said digital circuitry having a configuration to apply a process to transform the signal samples from a first domain to a second domain and during the transform process, filtering signal samples, by first applying scaled filter coefficients to signal samples along the image in a first direction and then applying scaled filter coefficients to signal samples along the image in a second direction, so that at the completion of the transform process of the image, selected regions of the transformed signal samples are quantized by a value, the selected regions are the LL, LH, HL, and HH subbands of the transformed image, scaling in the second mutually orthogonal direction comprises:
applying the scale factor 1 Q ( LL k )
to each filter coefficient in the low pass filtering operation to generate subbands LLk and HLk;
applying the scale factor Q ( LL k ) Q ( LH k )
to each filter coefficient in the high pass filtering operation to generate subband LHk; and
applying the scale factor Q ( HL k ) Q ( HH k ) Q ( LL k )
to each filter coefficient in the high pass filtering operation to generate subband HHk;
Q (HLk), Q (HHk), Q (LHk), and Q (LLk) being the quantization thresholds of the subbands, HL, HH, LH, and LL in the kth level, respectively, and Q (LLk) being equal to 1, when level k is less than K.
16. The device of claim 15, wherein the first direction and the second direction are mutually orthogonal.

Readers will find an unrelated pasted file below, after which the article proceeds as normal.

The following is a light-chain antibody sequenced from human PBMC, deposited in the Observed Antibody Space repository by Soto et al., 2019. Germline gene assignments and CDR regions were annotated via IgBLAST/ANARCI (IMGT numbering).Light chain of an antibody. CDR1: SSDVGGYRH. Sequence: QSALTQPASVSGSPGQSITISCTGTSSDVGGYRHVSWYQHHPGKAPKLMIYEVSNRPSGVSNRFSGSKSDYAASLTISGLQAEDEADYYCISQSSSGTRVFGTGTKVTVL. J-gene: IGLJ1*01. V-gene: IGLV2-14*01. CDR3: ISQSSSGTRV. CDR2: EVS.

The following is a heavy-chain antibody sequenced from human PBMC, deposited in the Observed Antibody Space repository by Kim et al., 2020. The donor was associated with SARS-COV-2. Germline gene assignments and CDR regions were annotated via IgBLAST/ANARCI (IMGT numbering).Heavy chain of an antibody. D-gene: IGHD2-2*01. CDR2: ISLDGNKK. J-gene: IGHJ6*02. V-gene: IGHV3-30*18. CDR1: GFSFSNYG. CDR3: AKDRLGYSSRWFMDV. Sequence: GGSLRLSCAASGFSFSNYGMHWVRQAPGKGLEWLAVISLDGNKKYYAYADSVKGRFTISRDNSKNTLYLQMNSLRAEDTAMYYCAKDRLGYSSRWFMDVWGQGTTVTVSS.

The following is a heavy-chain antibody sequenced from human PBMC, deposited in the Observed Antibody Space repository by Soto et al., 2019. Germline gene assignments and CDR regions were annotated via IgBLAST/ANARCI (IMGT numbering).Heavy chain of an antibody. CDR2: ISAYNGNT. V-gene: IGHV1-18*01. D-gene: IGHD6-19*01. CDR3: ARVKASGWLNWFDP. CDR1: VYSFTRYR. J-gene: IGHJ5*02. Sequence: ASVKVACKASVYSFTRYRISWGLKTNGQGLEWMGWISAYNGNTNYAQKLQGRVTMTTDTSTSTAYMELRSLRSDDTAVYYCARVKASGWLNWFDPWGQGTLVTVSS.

17. The device of claim 15, wherein the transform process comprises a discrete wavelet transform (DWT), the first domain is the spatial domain, the second domain is the frequency domain, the first direction is one of row-wise and column-wise, the second direction is the other of row-wise and column-wise.
18. The device of claim 17, wherein the DWT comprises a two-dimensional DWT.
19. The device of claim 15, wherein the transform process comprises a decomposition into mutually orthogonal directions, the decomposition being into low pass and a high pass subbands.
20. An article comprising: a storage medium, said storage medium having stored thereon, instructions, that when executed by a system to execute said instructions, results in:
applying a process to transform signal samples associated with at least one image from a first domain to a second domain; and
during the transform process, filtering signal samples, by first applying scaled filter coefficients to signal samples along the image in a first direction and then applying scaled filter coefficients to signal samples along the image in a second direction, so that at the completion of the transform process of the image, selected regions of the transformed signal samples are quantized by a value, scaling in the second mutually orthogonal direction comprises:
applying the scale factor 1 Q ( LL k )
 to each filter coefficient in the low pass filtering operation to generate subbands LLk and HLk;
applying the scale factor Q ( LL k ) Q ( LH k )
 to each filter coefficient in the high pass filtering operation to generate subband LHk; and
applying the scale factor Q ( HL k ) Q ( HH k ) Q ( LL k )
 to each filter coefficient in the high pass filtering operation to generate subband HHk;
Q (HLk), Q (HHk), Q (LHk), and Q (LLk) being the quantization thresholds of the subbands, HL, HH, LH, and LL in the kth level, respectively, and Q (LLk) being equal to 1, when level k is less than K.
21. The article of claim 20, wherein the transform process comprises a discrete wavelet transform (DWT), the first domain is the spatial domain, the second domain is the frequency domain, the first direction is one of row-wise and column-wise, the second direction is the other of row-wise and column-wise.